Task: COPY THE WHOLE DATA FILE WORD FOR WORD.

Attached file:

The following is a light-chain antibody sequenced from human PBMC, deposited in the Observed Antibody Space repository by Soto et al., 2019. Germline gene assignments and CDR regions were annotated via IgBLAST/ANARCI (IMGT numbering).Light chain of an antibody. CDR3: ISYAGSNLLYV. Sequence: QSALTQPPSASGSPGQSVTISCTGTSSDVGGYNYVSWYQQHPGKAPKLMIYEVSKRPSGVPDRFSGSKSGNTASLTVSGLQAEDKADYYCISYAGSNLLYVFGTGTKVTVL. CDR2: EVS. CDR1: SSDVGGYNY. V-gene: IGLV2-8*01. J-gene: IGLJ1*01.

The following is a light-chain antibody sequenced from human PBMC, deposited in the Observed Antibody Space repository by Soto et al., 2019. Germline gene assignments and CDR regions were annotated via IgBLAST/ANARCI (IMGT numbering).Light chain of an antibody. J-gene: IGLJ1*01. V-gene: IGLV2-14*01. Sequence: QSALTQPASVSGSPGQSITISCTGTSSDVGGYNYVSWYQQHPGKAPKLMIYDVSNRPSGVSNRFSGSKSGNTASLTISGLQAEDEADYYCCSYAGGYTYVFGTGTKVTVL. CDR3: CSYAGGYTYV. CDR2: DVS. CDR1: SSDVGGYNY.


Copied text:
The following is a light-chain antibody sequenced from human PBMC, deposited in the Observed Antibody Space repository by Soto et al., 2019. Germline gene assignments and CDR regions were annotated via IgBLAST/ANARCI (IMGT numbering).Light chain of an antibody. CDR3: ISYAGSNLLYV. Sequence: QSALTQPPSASGSPGQSVTISCTGTSSDVGGYNYVSWYQQHPGKAPKLMIYEVSKRPSGVPDRFSGSKSGNTASLTVSGLQAEDKADYYCISYAGSNLLYVFGTGTKVTVL. CDR2: EVS. CDR1: SSDVGGYNY. V-gene: IGLV2-8*01. J-gene: IGLJ1*01.

The following is a light-chain antibody sequenced from human PBMC, deposited in the Observed Antibody Space repository by Soto et al., 2019. Germline gene assignments and CDR regions were annotated via IgBLAST/ANARCI (IMGT numbering).Light chain of an antibody. J-gene: IGLJ1*01. V-gene: IGLV2-14*01. Sequence: QSALTQPASVSGSPGQSITISCTGTSSDVGGYNYVSWYQQHPGKAPKLMIYDVSNRPSGVSNRFSGSKSGNTASLTISGLQAEDEADYYCCSYAGGYTYVFGTGTKVTVL. CDR3: CSYAGGYTYV. CDR2: DVS. CDR1: SSDVGGYNY.